That is why I am encouraging you to fully own this reform which is in my opinion a good one, particularly for the Foreign Ministry so that it can truly be the interministerial leader of international action. And it is also that, which will allow, where for several years, if not decades, there has been a sort of gradual temptation, due to the increasingly technical matters internationally, to seek a sort of international irredentism where each ministry has taken over international subjects from the Foreign Ministry. It is through this reform as well that we restore coherent action whereby the Foreign Ministry will ensure this interministerial role implementing effective synergy and knowledge, yet clearly taking the lead.

I am asking you in this regard to contribute to the reform under the authority of the Minister and all of her staff, so that our diplomacy is even better, more agile, more skilled and stronger. I have asked the Minister for Europe and Foreign Affairs to work on this with you in liaison with our elected officials and the Parliament at the diplomacy conference which is to start in a few weeks, regarding the missions and the organization we need in order to move forward. This must be done in the same spirit of responsibility and professionalism that I have seen you show in positions abroad. The same spirit of level-headedness and objectiveness, the same proactive attitude, because it is time for collective reflection and because we are also facing such intimidating and pivotal changes in the world that in a way, each of us has above all the duty to be even better at serving French citizens, and to be more effective.

All of this, I am saying to benefit France in these unusual times. Allow me, at this point in my speech, to try in all modesty, to describe to you the times we are currently living at a global level. I think that I have said here previously, as have my predecessors, that the times in which we are living are exceptional, and every time this is undeniable. However, I believe that there is a growing amount of evidence regarding our situation this year. And there is something about the times in which we are living that reflect both very far-reaching and long-term trends, but also acceleration due to the multiplication of crises and especially the return of war on European soil. This is not an event that should be isolated from the rest, but has happened as almost a logical consequence, a catalyst of many phenomena at work.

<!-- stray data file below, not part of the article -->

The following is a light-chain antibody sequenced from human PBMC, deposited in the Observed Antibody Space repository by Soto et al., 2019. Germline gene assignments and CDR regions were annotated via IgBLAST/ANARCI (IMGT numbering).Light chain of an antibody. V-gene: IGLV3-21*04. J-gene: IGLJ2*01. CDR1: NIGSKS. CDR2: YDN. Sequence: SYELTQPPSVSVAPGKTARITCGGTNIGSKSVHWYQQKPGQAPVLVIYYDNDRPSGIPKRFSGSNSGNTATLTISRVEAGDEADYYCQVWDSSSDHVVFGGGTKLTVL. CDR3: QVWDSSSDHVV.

With a reasoning that is undoubtedly very incomplete and partial, but with the intention of building a few bricks, I will attempt to tell you how I see things regarding this issue. First, as I was saying, the times in which we are living have revealed serious trends. The world in which we are living has extraordinary forces, and I do not want to start with disaster scenarios. We are living in a world that for decades has lifted record numbers of our citizens out of poverty – the system in which international trade is organized has made this possible for the past few decades. It has driven innovation and its being distributed in an unprecedented manner. Never has humanity invented a vaccine to deal with a pandemic – in less than a year – and made it accessible to a substantial portion of human beings so quickly, with inequalities we saw at play, but also with action to try to curb them at the earliest opportunity.

We have also seen an unprecedented global interconnection which is a strength – it benefits intelligence, innovation, this distribution – and which provides a universal conscience to many countries and public opinions. But I will not list here every source of optimism in the world in which we are living, but only note that we have been thrust into a basically paradoxical situation. Never before has the national arena been so connected to the international arena. Never have the problems we need to solve been essentially global and never has the global order been so divided and increasingly so at such a fast pace. That is our main problem.

It is this difficult backdrop that has made the war started by Russia in Ukraine more tragic. Let me explain. There is a growing interdependence of our economies and our public opinions with the rest of the world because of the innovations that I have just mentioned, and which have profoundly changed our societies and our democracies. Our economies are open and interdependent. Our people travel, and therefore our countries are interdependent in every respect and we are connected with the rest of the world. We compare, we know, we are informed. This all makes for huge changes for our countries and the established order. We have experienced this directly with the pandemic that put the entire world on hold and disrupted all the value chains all at once, over the long term, a pandemic that has spread incredibly fast, which is the result of the globalization that we had been experiencing. And as I said, this pandemic over time has broken up the value chains – and I will come back to this point – and has plunged 78 million global citizens into poverty.